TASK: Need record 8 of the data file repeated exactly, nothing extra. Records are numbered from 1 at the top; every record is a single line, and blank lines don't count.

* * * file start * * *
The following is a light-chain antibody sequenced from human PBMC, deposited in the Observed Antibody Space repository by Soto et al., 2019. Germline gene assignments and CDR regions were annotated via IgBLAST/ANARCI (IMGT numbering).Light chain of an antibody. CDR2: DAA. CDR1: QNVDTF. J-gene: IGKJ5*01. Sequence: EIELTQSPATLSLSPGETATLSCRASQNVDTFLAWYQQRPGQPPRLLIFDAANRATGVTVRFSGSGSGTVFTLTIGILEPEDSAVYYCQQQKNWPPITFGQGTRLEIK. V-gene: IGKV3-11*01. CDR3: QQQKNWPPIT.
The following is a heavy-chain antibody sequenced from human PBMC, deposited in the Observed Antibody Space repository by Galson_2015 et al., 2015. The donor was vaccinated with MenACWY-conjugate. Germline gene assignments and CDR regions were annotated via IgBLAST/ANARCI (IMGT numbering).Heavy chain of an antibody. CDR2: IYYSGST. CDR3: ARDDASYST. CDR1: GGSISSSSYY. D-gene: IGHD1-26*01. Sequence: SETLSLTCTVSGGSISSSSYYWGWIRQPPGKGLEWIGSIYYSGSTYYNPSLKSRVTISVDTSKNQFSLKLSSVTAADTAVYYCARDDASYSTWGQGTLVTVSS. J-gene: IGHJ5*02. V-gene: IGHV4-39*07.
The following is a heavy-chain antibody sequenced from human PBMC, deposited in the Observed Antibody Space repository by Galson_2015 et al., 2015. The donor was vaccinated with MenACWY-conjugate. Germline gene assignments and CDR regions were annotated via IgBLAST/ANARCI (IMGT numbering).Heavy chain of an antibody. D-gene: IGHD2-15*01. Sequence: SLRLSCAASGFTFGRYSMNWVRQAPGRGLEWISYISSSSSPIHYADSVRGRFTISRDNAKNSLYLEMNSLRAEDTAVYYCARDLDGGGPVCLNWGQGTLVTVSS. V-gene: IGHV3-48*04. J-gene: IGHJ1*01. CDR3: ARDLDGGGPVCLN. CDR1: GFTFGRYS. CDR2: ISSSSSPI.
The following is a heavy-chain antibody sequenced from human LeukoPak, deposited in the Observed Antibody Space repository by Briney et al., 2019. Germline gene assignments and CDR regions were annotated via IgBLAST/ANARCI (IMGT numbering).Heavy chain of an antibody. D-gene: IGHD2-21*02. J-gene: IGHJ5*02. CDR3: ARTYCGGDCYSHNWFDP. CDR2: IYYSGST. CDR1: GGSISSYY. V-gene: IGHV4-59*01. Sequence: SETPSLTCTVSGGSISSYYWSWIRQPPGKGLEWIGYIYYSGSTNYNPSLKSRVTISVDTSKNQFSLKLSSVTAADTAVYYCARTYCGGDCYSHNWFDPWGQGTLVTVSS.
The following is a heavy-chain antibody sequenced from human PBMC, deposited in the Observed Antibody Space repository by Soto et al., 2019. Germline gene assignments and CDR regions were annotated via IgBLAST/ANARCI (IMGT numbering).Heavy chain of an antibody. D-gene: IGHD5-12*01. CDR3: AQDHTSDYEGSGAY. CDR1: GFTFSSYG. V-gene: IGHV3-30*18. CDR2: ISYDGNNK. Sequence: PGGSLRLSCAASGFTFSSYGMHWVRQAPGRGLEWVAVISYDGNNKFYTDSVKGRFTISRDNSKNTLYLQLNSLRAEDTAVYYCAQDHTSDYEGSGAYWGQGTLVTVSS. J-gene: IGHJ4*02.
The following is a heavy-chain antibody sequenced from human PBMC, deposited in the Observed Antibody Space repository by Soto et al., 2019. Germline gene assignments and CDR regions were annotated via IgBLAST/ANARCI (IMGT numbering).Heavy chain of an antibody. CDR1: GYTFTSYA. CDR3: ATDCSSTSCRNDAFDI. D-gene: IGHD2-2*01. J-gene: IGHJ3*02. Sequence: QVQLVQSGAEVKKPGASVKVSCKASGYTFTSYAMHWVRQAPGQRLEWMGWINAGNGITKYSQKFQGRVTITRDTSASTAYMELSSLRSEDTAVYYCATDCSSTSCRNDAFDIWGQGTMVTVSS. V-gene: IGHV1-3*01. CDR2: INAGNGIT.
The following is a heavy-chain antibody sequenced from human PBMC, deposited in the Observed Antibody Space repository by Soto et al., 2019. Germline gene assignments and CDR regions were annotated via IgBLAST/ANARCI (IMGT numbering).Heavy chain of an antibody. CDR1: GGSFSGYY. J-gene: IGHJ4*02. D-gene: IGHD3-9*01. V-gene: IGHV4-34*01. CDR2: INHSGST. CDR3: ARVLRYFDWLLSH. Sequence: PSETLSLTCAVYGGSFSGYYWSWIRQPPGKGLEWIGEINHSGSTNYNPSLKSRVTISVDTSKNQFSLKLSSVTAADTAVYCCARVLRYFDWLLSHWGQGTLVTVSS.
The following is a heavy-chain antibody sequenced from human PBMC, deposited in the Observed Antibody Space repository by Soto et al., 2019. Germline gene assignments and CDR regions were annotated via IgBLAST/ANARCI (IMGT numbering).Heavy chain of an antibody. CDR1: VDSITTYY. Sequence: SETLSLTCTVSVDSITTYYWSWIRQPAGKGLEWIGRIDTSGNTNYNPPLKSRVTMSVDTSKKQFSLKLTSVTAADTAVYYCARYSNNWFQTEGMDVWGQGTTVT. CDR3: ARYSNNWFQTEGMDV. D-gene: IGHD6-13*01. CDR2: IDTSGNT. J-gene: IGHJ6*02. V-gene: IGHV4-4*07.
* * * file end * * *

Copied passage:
The following is a heavy-chain antibody sequenced from human PBMC, deposited in the Observed Antibody Space repository by Soto et al., 2019. Germline gene assignments and CDR regions were annotated via IgBLAST/ANARCI (IMGT numbering).Heavy chain of an antibody. CDR1: VDSITTYY. Sequence: SETLSLTCTVSVDSITTYYWSWIRQPAGKGLEWIGRIDTSGNTNYNPPLKSRVTMSVDTSKKQFSLKLTSVTAADTAVYYCARYSNNWFQTEGMDVWGQGTTVT. CDR3: ARYSNNWFQTEGMDV. D-gene: IGHD6-13*01. CDR2: IDTSGNT. J-gene: IGHJ6*02. V-gene: IGHV4-4*07.